Military unmanned systems overview
Unmanned vehicles across all domains are a mainstay of military operations now, and this is only set to increase over the coming years as the technology is further invested in and more nations look to acquire what is now considered a necessary capability.
By 2025, unmanned systems will continue to be operated as much if not more so than they currently are, as the benefits of taking the man out of the loop is recognised in all sectors, including air, land and naval forces, even into the commercial domain where there is a real boom in this technology that was once considered a high tech military asset.
Militaries internationally are looking towards increased endurance and new applications for unmanned systems over coming years, as well as introducing brand news systems to operations to which this previously would not have been possible.
Navies around the world are traditionally slow adopters of UAS, but are starting to realise that introducing this type of technology into operations will increase safety and reliability in such a testing operational environment.
They do typically operate a range of USVs or UUVs that allow them to survey threats on and sub-surface, which can remain at sea for long durations without being disturbed.
However, it is in the air domain that navies are finding integration of unmanned systems more challenging, specifically onboard vessels.
One of the largest developments in this domain is the US Navy’s (USN) new carrier-based fixed-wing UAV acquisition, which after a number of programme modifications is now the MQ-25 STINGRAY competition that is seeking to acquire a vehicle that will be able to refuel manned fighters.
Four bidders were selected to pitch for the air vehicle element of the programme – namely Boeing, General Atomics Aeronautical Systems Inc. (GA-ASI), Lockheed Martin and Northrop Grumman – but the latter announced in October 2017 that it was withdrawing from the competition.
This was reportedly due to an inability to develop a system that met the criteria of the request for proposals that was released the same month at the cost required. This is despite Northrop Grumman’s experience as developer of the X-47B UCAV demonstrator, which the USN used as a precursor to what is now the Stingray programme.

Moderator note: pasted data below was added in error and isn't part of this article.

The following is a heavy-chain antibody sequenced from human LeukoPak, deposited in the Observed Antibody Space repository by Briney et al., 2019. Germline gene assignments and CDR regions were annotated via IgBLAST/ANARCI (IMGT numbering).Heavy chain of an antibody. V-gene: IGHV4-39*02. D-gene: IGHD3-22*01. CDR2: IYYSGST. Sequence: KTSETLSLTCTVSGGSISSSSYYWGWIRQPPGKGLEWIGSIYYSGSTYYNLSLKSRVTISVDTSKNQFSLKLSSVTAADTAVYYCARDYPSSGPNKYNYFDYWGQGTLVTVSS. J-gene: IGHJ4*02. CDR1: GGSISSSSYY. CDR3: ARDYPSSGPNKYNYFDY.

Another prime requirement from navies is for VTOL UAVs, which are typically more easily integrated into ship-based operations than fixed-wing examples.
Australia announced in February 2017 that it had awarded Schiebel a contract to provide its CAMCOPTER S-100, so that the navy could assess its requirements for this type of capability under its NMP1942 project.
This effort will be followed by the SEA 129 project that will be a full scale acquisition of this type of capability for Australia, which is likely to see UMS Skeldar and Northrop Grumman also pitch for in addition to Schiebel.
Furthermore, Germany has also been exploring the use of this technology for ship-based operations for some time, and in December 2017, UMS Skeldar announced that it has completed a week of trials of its R-350 rotary-wing UAV alongisde partner ESG for the BAAINBw.
The UAV carried both a light detection and ranging sensor as well as an EO/IR camera during the testing, performing automatic landing site recognition for manned rotorcraft beyond line of sight.
The US Army is the largest operator of UGVs and is looking towards the next generation of systems that it will operate.
It awarded Endeavour Robotics a contract for the Man Transportable Robotic System Increment II (MTRS Inc II) programme in early October 2017, which will be delivered over the coming two years.
This will be a robot that sits in the 165lbs weight category, and while new, it will be based on systems the company has already developed, carrying out counter-improvised explosive device operations, chemical and biological weapon detection, and route clearance.
Endeavour Robotics is also offering vehicles for the army’s Common Robotic System – Individual (CRS-I) programme, which will have a similar mission set as MTRS Inc II, but weigh just 25 pounds. An RfP has been released and a contract award should be made in 2018.
After winning a, “highly competitive bid process,” the company won a contract in Germany for 44 FirstLook throwable UGVs once it proved that it met the German government’s requirements. “I’m really proud of the work our team is doing,” Endeavor President, Tom Frost, said at the time. “The FirstLook is a critical tool used globally to keep soldiers and first responders safe from lethal threats. We are pleased to deliver the same critical capability to our allies in the German government.”
Another new system to the market is the 342kg T7 that was introduced by Harris in 2017, which is being acquired by the British Army under its Project Starter.